Turns out mixing drinks is not as much fun when you look deeper into it. It is difficult for bartenders to have a regular family life because their profession offers little job security, low wages and few benefits such as health insurance or a retirement plan, say scientists.
Sociologists Emily Starr and Alicia McCraw from the Tulane University in the US interviewed 40 New Orleans area bartenders for the study.
The study examined the relationship between bartenders and their perceptions of successful adulthood through access to romantic relationships and parenthood.
It found that bartenders perceive their lack of legitimate work to be the main barrier in achieving such normalcy.
“It’s about how bartenders in the New Orleans area feel that their jobs preclude them from achieving the ‘normal’ benchmarks of adult life like long-term intimate relationships and family life,” said Starr, an adjunct professor who herself works as a bartender while completing her doctoral work in sociology at Tulane.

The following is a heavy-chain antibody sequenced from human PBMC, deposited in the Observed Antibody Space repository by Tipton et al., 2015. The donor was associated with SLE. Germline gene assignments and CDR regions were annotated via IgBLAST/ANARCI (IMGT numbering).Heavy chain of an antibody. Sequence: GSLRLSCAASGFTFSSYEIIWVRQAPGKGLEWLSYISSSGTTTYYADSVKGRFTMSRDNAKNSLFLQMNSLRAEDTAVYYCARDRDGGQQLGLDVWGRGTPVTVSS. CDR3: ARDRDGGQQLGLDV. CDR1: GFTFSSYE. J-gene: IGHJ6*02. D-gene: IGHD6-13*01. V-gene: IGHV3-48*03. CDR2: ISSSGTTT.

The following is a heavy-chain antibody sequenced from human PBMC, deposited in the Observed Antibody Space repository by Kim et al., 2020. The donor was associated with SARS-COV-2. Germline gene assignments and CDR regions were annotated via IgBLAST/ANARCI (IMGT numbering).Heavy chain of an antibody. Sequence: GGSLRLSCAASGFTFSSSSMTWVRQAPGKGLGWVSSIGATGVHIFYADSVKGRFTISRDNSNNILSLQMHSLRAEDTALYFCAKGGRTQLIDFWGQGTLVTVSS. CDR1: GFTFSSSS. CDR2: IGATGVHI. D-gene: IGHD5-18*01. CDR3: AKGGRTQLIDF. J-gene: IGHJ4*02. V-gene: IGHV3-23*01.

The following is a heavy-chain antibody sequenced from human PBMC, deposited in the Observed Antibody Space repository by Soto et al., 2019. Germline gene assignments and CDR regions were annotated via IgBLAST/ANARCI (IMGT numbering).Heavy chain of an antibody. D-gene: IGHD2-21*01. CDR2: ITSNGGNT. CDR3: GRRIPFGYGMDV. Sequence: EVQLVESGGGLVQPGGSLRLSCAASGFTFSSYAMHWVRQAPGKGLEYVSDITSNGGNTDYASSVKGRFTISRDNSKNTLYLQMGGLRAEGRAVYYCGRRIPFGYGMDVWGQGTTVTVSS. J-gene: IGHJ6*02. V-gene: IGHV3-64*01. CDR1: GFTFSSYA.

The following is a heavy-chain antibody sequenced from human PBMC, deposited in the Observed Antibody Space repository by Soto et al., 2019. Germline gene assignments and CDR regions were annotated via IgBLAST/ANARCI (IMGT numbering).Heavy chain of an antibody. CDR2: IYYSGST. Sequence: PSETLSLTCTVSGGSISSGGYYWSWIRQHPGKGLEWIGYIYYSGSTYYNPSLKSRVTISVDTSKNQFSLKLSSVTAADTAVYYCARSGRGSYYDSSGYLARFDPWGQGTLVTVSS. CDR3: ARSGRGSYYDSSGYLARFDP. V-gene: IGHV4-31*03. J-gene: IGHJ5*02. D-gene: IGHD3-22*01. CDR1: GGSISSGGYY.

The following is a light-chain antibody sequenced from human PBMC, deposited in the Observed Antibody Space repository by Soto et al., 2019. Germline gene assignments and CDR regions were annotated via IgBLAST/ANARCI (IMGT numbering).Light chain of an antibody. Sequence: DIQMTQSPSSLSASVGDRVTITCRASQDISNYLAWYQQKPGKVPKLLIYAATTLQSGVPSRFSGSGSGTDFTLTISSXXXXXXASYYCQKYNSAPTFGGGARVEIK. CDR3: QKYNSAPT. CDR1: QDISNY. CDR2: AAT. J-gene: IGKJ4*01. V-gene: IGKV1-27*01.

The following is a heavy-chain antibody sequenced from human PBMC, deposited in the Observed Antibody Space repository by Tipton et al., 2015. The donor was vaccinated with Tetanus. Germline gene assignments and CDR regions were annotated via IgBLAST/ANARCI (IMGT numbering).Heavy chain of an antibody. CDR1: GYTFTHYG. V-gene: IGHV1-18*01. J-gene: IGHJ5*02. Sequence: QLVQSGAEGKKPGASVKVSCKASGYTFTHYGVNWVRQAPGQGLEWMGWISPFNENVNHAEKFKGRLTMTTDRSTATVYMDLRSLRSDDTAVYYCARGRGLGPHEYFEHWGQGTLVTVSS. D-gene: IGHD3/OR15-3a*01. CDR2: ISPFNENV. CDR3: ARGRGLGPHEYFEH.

“Because bartenders feel like their jobs are not legitimate, they perceive that the other dimensions of normative adult life are not attainable or even desirable,” said Starr.
Participants in the study have worked as bartenders since 2013. They range in age from 23 to 48 and represent a variety of establishments from neighbourhood bars and beer gardens to fine dining restaurants and music clubs.
Most were white, with the rest being black, Latino, Asian and bi-racial.
Much of the study dealt with the hardships of working in the bartending field, which offers little job security, low wages, and few, if any, benefits such as health insurance or a retirement plan, researchers said.
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